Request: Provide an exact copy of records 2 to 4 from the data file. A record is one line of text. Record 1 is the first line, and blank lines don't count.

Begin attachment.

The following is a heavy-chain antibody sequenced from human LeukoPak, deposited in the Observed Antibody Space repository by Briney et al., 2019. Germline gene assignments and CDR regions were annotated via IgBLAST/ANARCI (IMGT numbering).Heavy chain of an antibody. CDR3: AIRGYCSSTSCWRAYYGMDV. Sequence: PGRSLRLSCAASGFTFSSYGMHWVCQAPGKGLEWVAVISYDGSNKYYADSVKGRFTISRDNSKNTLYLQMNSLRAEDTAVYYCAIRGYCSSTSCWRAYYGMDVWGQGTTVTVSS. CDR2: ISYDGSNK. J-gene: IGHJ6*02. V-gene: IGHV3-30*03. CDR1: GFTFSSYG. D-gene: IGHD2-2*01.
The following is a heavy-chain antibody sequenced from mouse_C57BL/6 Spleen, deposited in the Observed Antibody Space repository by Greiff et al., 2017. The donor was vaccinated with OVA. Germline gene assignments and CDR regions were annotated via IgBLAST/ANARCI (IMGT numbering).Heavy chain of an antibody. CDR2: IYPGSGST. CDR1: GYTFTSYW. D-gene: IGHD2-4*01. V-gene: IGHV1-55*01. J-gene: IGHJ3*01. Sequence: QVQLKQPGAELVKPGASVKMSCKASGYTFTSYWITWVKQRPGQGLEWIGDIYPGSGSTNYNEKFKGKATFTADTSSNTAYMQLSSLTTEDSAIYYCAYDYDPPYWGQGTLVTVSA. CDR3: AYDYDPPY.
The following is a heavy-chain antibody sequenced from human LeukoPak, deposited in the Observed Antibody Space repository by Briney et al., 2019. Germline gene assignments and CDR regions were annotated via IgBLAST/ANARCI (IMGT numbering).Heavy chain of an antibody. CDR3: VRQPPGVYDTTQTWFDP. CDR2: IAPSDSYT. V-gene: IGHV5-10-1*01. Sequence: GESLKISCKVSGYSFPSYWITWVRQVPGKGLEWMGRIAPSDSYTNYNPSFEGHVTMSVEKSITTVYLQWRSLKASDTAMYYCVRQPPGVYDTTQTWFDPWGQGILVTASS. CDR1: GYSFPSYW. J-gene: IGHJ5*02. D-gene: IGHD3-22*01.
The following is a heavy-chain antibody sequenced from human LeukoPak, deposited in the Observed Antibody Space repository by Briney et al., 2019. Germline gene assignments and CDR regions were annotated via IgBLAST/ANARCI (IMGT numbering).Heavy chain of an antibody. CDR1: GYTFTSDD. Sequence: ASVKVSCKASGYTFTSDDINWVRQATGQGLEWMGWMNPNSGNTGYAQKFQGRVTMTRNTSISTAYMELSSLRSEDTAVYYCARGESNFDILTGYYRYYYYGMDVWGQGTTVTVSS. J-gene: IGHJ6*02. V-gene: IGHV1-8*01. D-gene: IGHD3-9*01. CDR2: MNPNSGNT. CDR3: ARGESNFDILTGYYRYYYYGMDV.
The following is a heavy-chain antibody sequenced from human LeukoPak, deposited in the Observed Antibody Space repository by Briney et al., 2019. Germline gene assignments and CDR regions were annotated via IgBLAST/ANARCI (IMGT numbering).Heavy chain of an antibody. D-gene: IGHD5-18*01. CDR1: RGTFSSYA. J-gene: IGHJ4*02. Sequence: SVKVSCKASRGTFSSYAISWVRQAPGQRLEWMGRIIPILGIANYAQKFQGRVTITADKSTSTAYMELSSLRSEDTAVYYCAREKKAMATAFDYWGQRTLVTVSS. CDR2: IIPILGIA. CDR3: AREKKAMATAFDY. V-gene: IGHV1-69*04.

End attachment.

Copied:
The following is a heavy-chain antibody sequenced from mouse_C57BL/6 Spleen, deposited in the Observed Antibody Space repository by Greiff et al., 2017. The donor was vaccinated with OVA. Germline gene assignments and CDR regions were annotated via IgBLAST/ANARCI (IMGT numbering).Heavy chain of an antibody. CDR2: IYPGSGST. CDR1: GYTFTSYW. D-gene: IGHD2-4*01. V-gene: IGHV1-55*01. J-gene: IGHJ3*01. Sequence: QVQLKQPGAELVKPGASVKMSCKASGYTFTSYWITWVKQRPGQGLEWIGDIYPGSGSTNYNEKFKGKATFTADTSSNTAYMQLSSLTTEDSAIYYCAYDYDPPYWGQGTLVTVSA. CDR3: AYDYDPPY.
The following is a heavy-chain antibody sequenced from human LeukoPak, deposited in the Observed Antibody Space repository by Briney et al., 2019. Germline gene assignments and CDR regions were annotated via IgBLAST/ANARCI (IMGT numbering).Heavy chain of an antibody. CDR3: VRQPPGVYDTTQTWFDP. CDR2: IAPSDSYT. V-gene: IGHV5-10-1*01. Sequence: GESLKISCKVSGYSFPSYWITWVRQVPGKGLEWMGRIAPSDSYTNYNPSFEGHVTMSVEKSITTVYLQWRSLKASDTAMYYCVRQPPGVYDTTQTWFDPWGQGILVTASS. CDR1: GYSFPSYW. J-gene: IGHJ5*02. D-gene: IGHD3-22*01.
The following is a heavy-chain antibody sequenced from human LeukoPak, deposited in the Observed Antibody Space repository by Briney et al., 2019. Germline gene assignments and CDR regions were annotated via IgBLAST/ANARCI (IMGT numbering).Heavy chain of an antibody. CDR1: GYTFTSDD. Sequence: ASVKVSCKASGYTFTSDDINWVRQATGQGLEWMGWMNPNSGNTGYAQKFQGRVTMTRNTSISTAYMELSSLRSEDTAVYYCARGESNFDILTGYYRYYYYGMDVWGQGTTVTVSS. J-gene: IGHJ6*02. V-gene: IGHV1-8*01. D-gene: IGHD3-9*01. CDR2: MNPNSGNT. CDR3: ARGESNFDILTGYYRYYYYGMDV.